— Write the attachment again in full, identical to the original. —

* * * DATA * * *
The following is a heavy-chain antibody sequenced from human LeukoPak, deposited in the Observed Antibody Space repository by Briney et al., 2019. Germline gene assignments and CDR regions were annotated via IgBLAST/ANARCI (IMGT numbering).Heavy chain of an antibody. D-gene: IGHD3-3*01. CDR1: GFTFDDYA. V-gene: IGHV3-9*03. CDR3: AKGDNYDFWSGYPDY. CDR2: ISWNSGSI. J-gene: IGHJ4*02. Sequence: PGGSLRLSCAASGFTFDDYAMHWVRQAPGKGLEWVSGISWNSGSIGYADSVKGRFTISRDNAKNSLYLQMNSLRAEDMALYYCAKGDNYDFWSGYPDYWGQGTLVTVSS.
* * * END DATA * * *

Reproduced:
The following is a heavy-chain antibody sequenced from human LeukoPak, deposited in the Observed Antibody Space repository by Briney et al., 2019. Germline gene assignments and CDR regions were annotated via IgBLAST/ANARCI (IMGT numbering).Heavy chain of an antibody. D-gene: IGHD3-3*01. CDR1: GFTFDDYA. V-gene: IGHV3-9*03. CDR3: AKGDNYDFWSGYPDY. CDR2: ISWNSGSI. J-gene: IGHJ4*02. Sequence: PGGSLRLSCAASGFTFDDYAMHWVRQAPGKGLEWVSGISWNSGSIGYADSVKGRFTISRDNAKNSLYLQMNSLRAEDMALYYCAKGDNYDFWSGYPDYWGQGTLVTVSS.